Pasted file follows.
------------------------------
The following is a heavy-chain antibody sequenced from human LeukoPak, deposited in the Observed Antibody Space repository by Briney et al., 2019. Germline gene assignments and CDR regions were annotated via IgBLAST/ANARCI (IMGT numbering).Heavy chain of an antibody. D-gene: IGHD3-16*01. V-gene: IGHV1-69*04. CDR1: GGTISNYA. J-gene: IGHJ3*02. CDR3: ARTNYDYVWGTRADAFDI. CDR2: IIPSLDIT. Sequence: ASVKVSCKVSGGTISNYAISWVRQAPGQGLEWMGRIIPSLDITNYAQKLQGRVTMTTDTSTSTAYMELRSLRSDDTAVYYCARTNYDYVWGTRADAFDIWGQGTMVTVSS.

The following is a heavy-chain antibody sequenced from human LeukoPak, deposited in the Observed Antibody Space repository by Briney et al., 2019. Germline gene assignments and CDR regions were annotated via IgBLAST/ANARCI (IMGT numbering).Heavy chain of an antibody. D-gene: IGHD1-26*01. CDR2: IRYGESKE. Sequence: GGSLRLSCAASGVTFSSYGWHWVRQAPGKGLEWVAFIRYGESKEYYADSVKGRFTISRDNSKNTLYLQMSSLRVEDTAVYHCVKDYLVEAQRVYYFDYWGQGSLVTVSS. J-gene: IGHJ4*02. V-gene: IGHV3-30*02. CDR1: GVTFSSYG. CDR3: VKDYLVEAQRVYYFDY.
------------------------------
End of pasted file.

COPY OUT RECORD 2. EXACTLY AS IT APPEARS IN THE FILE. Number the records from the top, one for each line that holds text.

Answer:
The following is a heavy-chain antibody sequenced from human LeukoPak, deposited in the Observed Antibody Space repository by Briney et al., 2019. Germline gene assignments and CDR regions were annotated via IgBLAST/ANARCI (IMGT numbering).Heavy chain of an antibody. D-gene: IGHD1-26*01. CDR2: IRYGESKE. Sequence: GGSLRLSCAASGVTFSSYGWHWVRQAPGKGLEWVAFIRYGESKEYYADSVKGRFTISRDNSKNTLYLQMSSLRVEDTAVYHCVKDYLVEAQRVYYFDYWGQGSLVTVSS. J-gene: IGHJ4*02. V-gene: IGHV3-30*02. CDR1: GVTFSSYG. CDR3: VKDYLVEAQRVYYFDY.